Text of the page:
The USGS San Diego Hydrogeology Project


The USGS project I volunteer on got a nice write up in the newspaper on

Sunday.  Here's the thank you from the guy I volunteer for and the article:
> All,
> Thanks for your hard work on the San Diego project. We got a nice  writeup
> in the San Diego Union Tribune editorial on Sunday, Sept. 2.  Pretty hard
> to get an editorial, much less a good one. So this we  will want to savor.
> Not sure we "oversee" anything, but we definitely  are playing a
> critically important role.
> The article focused on defining the San Diego Formation, use of  brackish
> ground-water, and in particular the monitoring wells we  installed to
> tattle on the gw system in case there is over pumpage.
> These positives coming from 3rd parties (Sweetwater Authority, and a
> possibly skeptical UT editorial board) were possible because of the  trust
> we have established, by listening to the cooperator, and  telling them
> what they want to hear, and what they don't, often, and  in different
> ways.
> So thank you for helping create a banner PR day for the USGS.
> --wes
> ************

. . . hold the salt

> Sweetwater quietly taps brackish water pool
> September 2, 2007
> Below the surface, there is good news in this time of drought. Some  800
> feet below the surface, it turns out.
> Sweetwater Authority, a district that supplies 180,000 residents in
> National City, Bonita and western Chula Vista, has been quietly going
> about a water success story since 1999. Sweetwater pumps brackish  water
> out of a huge aquifer known as the San Diego Formation and  desalinates
> it.
> San Diego is at the end of the line for imported water, both
> geographically and in water rights hierarchy. It helps everyone that  the
> district now gets 20 percent of its supply, some 4 million  gallons a day,
> as brackish water right out of the ground. Dennis  Borstad, general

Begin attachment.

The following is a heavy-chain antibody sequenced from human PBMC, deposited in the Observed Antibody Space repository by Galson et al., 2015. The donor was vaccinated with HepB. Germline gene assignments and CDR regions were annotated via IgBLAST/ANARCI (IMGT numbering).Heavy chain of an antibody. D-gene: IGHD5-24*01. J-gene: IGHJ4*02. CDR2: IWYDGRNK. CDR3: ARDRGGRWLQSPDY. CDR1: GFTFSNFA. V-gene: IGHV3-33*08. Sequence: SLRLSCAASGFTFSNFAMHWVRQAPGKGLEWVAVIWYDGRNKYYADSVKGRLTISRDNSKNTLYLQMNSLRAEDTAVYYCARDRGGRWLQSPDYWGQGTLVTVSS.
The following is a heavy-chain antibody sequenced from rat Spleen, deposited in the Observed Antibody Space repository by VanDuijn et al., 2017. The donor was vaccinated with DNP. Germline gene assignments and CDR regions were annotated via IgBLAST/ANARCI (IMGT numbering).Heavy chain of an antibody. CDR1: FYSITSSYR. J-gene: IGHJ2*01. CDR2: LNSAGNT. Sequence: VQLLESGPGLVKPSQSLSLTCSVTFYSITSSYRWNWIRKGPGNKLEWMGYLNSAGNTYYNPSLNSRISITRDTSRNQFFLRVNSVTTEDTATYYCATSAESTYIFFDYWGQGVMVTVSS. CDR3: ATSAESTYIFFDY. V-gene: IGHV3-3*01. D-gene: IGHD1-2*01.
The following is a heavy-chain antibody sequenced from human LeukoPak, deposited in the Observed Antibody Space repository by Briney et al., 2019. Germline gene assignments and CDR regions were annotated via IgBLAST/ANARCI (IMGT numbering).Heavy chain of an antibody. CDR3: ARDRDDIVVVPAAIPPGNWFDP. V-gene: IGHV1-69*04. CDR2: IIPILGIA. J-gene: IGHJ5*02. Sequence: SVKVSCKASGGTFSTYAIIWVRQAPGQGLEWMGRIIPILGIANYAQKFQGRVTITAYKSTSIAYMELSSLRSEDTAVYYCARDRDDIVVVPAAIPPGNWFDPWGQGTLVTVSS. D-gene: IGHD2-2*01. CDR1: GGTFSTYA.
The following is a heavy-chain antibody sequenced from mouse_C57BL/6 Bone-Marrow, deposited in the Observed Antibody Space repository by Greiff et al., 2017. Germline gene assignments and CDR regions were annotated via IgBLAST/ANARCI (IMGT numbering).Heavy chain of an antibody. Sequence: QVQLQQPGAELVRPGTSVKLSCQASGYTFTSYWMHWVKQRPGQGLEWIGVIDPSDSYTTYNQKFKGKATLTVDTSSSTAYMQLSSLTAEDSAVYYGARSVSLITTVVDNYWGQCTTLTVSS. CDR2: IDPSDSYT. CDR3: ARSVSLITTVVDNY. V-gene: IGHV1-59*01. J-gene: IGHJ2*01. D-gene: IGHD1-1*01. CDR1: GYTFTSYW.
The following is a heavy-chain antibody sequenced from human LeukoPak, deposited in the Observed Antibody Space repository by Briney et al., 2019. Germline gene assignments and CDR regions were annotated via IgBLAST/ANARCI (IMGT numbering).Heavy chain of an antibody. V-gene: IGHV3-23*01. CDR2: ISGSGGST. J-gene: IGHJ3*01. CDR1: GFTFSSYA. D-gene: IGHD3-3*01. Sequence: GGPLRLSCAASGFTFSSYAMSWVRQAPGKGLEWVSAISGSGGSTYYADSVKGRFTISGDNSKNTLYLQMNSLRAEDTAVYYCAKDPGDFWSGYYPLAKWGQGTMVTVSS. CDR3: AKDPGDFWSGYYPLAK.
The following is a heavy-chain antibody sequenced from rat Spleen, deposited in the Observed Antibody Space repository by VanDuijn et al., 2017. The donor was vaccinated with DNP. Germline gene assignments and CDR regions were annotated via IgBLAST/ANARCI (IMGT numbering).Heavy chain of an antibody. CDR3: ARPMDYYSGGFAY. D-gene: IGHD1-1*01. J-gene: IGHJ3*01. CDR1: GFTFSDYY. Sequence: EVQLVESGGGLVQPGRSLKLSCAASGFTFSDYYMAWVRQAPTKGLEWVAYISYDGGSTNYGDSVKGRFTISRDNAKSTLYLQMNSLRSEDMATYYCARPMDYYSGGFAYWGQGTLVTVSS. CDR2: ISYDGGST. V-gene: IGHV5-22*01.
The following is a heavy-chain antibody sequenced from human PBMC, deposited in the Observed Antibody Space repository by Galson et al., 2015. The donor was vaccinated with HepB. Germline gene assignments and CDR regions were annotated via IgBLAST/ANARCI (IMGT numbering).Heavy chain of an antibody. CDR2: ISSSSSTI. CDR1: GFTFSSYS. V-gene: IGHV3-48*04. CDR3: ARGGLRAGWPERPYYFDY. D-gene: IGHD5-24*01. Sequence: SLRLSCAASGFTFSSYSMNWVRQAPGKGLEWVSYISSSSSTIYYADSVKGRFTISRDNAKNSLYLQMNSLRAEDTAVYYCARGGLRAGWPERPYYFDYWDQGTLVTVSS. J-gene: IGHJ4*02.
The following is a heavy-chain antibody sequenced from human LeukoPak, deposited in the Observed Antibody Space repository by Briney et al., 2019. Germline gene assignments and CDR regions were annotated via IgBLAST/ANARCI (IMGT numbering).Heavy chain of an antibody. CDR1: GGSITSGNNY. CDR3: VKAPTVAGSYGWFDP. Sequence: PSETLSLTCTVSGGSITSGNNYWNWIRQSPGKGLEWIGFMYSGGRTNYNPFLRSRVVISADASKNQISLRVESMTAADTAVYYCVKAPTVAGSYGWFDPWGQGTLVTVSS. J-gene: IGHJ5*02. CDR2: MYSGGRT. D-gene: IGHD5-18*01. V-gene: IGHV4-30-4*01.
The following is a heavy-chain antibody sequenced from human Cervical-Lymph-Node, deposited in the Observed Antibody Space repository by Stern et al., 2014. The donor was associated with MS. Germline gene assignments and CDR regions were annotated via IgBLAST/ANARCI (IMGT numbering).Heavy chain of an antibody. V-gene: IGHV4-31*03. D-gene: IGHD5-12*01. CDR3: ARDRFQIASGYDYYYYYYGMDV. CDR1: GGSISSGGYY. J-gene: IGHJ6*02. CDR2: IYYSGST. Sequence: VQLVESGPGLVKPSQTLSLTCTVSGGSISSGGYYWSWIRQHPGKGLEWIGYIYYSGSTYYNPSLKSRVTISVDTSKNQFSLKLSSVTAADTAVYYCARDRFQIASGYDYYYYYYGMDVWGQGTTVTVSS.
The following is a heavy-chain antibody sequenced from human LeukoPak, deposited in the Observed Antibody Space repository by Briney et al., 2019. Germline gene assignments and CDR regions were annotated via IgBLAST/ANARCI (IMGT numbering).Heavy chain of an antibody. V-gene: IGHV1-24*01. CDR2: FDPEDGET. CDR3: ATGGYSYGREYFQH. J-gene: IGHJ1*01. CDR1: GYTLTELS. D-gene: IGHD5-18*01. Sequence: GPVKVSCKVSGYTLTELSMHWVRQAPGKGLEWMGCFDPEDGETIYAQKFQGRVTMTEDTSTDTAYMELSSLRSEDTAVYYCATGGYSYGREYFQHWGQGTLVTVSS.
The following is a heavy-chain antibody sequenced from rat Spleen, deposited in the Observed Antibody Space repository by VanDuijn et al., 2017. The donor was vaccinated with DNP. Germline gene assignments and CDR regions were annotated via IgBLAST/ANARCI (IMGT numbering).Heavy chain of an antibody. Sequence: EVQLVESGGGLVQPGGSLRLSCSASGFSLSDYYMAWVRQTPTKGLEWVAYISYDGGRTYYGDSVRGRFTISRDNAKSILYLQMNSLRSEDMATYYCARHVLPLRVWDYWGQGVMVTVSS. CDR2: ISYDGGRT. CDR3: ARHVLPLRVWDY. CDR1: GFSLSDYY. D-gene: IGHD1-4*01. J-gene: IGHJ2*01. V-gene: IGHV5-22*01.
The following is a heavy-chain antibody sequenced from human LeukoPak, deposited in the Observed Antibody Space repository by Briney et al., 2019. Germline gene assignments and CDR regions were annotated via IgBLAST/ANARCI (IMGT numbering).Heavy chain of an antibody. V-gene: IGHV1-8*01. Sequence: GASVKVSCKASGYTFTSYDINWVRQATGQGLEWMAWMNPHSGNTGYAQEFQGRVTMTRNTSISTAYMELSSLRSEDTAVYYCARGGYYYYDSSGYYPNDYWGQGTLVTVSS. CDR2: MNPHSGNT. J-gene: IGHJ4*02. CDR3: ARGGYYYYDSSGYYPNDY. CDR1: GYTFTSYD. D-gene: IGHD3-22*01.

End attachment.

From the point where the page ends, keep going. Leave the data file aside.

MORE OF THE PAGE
> manager, said a decision to double that production  may come by fall of
> 2008.
> Sweetwater understands that desalinated water is drought-proof. The
> supply is already here, not subject to aqueduct failure hundreds of  miles
> away or to competing claims for imported water. The district  has signed
> up to purchase water from a proposed ocean water  desalination plant in
> Carlsbad. It is also in exploratory talks with  Otay Water District for a
> brackish water plant along that watershed.
> Within a few years, Borstad estimates, a small district in a near- desert
> could be getting as much as 60 percent of its supply from
> drought-resistant sources: fresh and brackish water wells and the ocean.
> Sweetwater has several advantages as it taps this source. Until 10  years
> ago, the brackish water below the flat land of South County was  untapped,
> too salty to treat economically. Little was known about the  aquifer's
> size or how fast it could naturally recharge itself.
> But improving technology lowered treatment costs even as the price of
> imported water soared. Sweetwater had an economical way to dispose of  the
> brine byproduct, into the man-made Sweetwater channel along state  Route
> 54. No need to build an expensive outfall pipe far into the  ocean.
> Tapping into the aquifer, said district engineering manager  Michael
> Garrod, is like sinking a straw into a sponge.
> Some of the deeper brackish water is actually subterranean runoff  from
> San Diego's mountains, the result of the last ice age 16,000  years ago.
> Sweetwater has moved cautiously, knowing that overpumping in other
> regions has caused the land to subside and ocean water to intrude.  The
> U.S. Geological Survey is involved in overseeing the water  pumping, the
> San Diego Regional Water Quality Control Board the brine  disposal.
> Ten innocuous wells, their above-ground apparatus no bigger than a  hall
> closet, pump the brackish water. Fourteen monitoring wells also  have been
> sunk, their only function to tattle on what is happening  hundreds of feet
> below the surface.
> So far, no apparent problems. The aquifer is much wider, its ability  to
> recharge must faster than originally thought. Energy costs are  much lower
> to treat brackish water than ocean water. A convenient  disposal outlet
> helps as well.
> Desalination's promise beckons, along the shore at Carlsbad and below  the
> coastal plain of South County.

return to publications and events